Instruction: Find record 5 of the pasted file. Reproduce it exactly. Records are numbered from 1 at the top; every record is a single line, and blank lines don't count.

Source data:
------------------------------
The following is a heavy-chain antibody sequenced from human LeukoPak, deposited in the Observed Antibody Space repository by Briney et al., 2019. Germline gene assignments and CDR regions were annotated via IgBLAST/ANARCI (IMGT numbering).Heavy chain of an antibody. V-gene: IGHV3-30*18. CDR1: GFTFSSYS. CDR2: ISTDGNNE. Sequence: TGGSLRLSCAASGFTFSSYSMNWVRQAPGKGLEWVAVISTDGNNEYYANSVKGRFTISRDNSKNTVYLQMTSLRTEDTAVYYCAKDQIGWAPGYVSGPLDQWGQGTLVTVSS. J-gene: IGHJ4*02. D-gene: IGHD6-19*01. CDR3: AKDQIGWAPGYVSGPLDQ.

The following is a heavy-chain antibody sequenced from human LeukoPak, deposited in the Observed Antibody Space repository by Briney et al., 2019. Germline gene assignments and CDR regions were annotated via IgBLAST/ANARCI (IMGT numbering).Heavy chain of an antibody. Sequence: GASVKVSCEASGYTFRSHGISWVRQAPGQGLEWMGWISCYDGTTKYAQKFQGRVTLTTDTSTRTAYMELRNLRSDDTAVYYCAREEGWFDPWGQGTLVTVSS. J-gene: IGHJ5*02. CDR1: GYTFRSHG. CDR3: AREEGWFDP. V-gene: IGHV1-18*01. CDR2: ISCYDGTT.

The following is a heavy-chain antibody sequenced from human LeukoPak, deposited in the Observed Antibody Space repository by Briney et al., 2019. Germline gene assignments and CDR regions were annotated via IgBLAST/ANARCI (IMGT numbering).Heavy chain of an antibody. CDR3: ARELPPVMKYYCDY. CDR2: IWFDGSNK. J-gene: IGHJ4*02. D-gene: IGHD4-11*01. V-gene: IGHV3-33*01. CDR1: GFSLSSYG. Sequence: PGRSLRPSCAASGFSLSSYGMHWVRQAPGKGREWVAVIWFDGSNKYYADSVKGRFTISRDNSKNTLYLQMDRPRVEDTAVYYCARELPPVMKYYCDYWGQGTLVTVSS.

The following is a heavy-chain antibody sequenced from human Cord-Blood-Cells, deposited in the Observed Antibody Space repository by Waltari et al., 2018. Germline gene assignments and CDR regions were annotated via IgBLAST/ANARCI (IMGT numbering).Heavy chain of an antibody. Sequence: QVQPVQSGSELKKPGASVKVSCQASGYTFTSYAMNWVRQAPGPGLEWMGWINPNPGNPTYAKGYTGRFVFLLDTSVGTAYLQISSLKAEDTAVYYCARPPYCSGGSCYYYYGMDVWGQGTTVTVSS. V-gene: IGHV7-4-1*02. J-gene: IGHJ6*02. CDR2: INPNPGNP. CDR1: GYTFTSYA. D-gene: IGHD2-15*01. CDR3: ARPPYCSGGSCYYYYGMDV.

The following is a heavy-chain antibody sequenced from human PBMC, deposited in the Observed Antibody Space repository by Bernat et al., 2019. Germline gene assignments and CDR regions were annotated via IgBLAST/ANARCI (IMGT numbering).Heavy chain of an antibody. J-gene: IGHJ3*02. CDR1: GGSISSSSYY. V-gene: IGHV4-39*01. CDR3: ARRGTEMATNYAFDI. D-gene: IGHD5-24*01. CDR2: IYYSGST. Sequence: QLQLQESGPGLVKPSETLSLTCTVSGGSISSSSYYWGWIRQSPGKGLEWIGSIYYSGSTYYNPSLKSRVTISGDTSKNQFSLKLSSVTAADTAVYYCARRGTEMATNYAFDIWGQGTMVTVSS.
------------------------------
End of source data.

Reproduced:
The following is a heavy-chain antibody sequenced from human PBMC, deposited in the Observed Antibody Space repository by Bernat et al., 2019. Germline gene assignments and CDR regions were annotated via IgBLAST/ANARCI (IMGT numbering).Heavy chain of an antibody. J-gene: IGHJ3*02. CDR1: GGSISSSSYY. V-gene: IGHV4-39*01. CDR3: ARRGTEMATNYAFDI. D-gene: IGHD5-24*01. CDR2: IYYSGST. Sequence: QLQLQESGPGLVKPSETLSLTCTVSGGSISSSSYYWGWIRQSPGKGLEWIGSIYYSGSTYYNPSLKSRVTISGDTSKNQFSLKLSSVTAADTAVYYCARRGTEMATNYAFDIWGQGTMVTVSS.